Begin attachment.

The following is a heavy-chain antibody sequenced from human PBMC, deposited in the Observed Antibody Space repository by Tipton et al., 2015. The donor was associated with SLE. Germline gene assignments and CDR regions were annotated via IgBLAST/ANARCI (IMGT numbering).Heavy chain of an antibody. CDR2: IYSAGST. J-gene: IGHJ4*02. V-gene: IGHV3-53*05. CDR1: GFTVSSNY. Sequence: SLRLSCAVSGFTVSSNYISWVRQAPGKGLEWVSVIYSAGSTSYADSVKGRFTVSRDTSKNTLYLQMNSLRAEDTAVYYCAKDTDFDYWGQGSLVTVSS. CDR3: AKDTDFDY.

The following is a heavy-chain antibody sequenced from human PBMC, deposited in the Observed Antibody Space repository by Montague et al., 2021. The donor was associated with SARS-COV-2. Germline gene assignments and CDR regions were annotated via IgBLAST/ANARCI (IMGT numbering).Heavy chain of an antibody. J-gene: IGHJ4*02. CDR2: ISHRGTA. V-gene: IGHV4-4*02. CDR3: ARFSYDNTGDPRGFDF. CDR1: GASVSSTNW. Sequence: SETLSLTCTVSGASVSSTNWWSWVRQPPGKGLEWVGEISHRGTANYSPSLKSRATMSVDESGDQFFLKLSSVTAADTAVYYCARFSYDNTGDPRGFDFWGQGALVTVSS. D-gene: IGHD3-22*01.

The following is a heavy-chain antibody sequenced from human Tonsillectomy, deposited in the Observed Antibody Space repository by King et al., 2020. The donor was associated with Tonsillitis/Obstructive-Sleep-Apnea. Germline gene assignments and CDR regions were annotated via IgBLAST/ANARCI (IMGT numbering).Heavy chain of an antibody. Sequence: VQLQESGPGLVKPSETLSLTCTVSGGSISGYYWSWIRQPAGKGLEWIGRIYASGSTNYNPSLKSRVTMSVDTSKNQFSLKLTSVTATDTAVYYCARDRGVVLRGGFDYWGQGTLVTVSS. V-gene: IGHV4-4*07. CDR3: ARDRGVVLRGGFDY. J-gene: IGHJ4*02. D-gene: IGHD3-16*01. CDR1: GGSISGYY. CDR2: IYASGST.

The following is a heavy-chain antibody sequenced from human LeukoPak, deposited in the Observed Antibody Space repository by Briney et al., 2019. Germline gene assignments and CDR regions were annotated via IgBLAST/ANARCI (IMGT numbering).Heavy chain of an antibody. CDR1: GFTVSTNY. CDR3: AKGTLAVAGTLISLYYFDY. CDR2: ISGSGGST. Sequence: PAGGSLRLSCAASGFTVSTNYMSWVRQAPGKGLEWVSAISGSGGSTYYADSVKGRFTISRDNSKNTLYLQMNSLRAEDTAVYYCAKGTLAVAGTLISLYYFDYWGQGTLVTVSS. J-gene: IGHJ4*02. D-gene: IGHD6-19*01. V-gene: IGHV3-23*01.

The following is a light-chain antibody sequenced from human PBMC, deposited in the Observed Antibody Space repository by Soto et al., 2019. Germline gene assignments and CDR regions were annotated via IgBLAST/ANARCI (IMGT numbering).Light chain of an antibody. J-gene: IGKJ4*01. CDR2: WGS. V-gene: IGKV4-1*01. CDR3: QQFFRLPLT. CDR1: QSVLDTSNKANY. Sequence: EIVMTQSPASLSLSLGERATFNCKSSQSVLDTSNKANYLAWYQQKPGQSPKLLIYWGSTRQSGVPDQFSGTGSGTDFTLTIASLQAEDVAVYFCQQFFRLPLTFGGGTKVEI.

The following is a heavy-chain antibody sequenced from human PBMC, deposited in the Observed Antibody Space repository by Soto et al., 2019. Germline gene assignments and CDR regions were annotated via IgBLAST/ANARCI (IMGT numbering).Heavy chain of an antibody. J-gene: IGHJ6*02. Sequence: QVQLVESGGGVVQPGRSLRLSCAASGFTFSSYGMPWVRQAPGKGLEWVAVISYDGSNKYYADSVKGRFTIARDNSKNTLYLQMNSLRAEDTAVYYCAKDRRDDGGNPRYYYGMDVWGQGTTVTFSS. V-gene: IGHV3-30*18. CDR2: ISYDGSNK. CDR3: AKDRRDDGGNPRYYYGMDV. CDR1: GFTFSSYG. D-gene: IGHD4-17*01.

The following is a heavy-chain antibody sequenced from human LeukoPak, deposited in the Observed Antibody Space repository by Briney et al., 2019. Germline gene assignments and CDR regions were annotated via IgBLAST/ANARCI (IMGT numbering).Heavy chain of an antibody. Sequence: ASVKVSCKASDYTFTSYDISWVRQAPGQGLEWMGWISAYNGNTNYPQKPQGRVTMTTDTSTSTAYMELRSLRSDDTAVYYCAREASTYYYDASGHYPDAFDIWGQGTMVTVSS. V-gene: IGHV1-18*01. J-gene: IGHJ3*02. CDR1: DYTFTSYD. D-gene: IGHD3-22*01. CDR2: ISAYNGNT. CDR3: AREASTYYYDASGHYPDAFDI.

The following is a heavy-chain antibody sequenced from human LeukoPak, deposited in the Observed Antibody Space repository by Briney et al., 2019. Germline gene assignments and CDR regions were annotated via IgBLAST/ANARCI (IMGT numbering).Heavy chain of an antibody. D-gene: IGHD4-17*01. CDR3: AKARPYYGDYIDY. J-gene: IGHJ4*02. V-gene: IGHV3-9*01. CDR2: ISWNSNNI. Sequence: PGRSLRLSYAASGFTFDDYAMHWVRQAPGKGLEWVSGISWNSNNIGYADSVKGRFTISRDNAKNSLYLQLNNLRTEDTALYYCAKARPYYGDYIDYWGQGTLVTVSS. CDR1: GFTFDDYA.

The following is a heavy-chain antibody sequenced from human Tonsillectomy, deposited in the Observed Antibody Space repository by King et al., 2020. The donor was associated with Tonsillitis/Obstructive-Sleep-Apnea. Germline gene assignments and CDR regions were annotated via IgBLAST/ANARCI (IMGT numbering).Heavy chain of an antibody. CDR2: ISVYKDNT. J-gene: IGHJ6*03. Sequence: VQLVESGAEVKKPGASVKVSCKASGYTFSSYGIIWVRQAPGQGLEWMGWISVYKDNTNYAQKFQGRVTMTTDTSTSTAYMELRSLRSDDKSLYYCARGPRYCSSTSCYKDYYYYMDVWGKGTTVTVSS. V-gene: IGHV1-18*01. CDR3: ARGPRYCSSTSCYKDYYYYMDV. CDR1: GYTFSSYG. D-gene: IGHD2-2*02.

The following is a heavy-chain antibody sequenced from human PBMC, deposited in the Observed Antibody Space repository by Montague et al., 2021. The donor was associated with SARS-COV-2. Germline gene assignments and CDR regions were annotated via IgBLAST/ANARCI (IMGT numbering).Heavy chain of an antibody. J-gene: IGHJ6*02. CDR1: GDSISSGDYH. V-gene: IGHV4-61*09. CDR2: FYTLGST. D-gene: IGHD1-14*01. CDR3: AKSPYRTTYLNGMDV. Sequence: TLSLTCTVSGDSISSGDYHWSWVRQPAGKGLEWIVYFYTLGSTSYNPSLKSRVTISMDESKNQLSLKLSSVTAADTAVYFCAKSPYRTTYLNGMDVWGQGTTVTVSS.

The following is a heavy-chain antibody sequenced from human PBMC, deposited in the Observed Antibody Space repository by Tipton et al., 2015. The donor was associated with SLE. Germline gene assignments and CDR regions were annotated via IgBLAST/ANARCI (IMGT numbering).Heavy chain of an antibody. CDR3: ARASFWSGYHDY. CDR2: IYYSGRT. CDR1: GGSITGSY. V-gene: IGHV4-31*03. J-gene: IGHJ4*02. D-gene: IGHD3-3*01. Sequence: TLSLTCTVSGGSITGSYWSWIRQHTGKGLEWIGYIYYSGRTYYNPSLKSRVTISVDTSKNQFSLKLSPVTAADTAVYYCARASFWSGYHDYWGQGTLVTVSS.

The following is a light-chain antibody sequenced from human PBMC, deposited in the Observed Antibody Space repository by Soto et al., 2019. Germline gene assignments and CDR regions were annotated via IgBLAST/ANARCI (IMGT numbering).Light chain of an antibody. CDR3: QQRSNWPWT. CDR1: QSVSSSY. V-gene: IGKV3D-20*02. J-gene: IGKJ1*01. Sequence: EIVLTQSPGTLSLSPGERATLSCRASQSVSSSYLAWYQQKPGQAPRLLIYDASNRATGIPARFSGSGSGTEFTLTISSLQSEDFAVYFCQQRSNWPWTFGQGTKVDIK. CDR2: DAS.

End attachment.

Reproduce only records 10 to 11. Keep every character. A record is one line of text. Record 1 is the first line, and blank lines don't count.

The following is a heavy-chain antibody sequenced from human PBMC, deposited in the Observed Antibody Space repository by Montague et al., 2021. The donor was associated with SARS-COV-2. Germline gene assignments and CDR regions were annotated via IgBLAST/ANARCI (IMGT numbering).Heavy chain of an antibody. J-gene: IGHJ6*02. CDR1: GDSISSGDYH. V-gene: IGHV4-61*09. CDR2: FYTLGST. D-gene: IGHD1-14*01. CDR3: AKSPYRTTYLNGMDV. Sequence: TLSLTCTVSGDSISSGDYHWSWVRQPAGKGLEWIVYFYTLGSTSYNPSLKSRVTISMDESKNQLSLKLSSVTAADTAVYFCAKSPYRTTYLNGMDVWGQGTTVTVSS.

The following is a heavy-chain antibody sequenced from human PBMC, deposited in the Observed Antibody Space repository by Tipton et al., 2015. The donor was associated with SLE. Germline gene assignments and CDR regions were annotated via IgBLAST/ANARCI (IMGT numbering).Heavy chain of an antibody. CDR3: ARASFWSGYHDY. CDR2: IYYSGRT. CDR1: GGSITGSY. V-gene: IGHV4-31*03. J-gene: IGHJ4*02. D-gene: IGHD3-3*01. Sequence: TLSLTCTVSGGSITGSYWSWIRQHTGKGLEWIGYIYYSGRTYYNPSLKSRVTISVDTSKNQFSLKLSPVTAADTAVYYCARASFWSGYHDYWGQGTLVTVSS.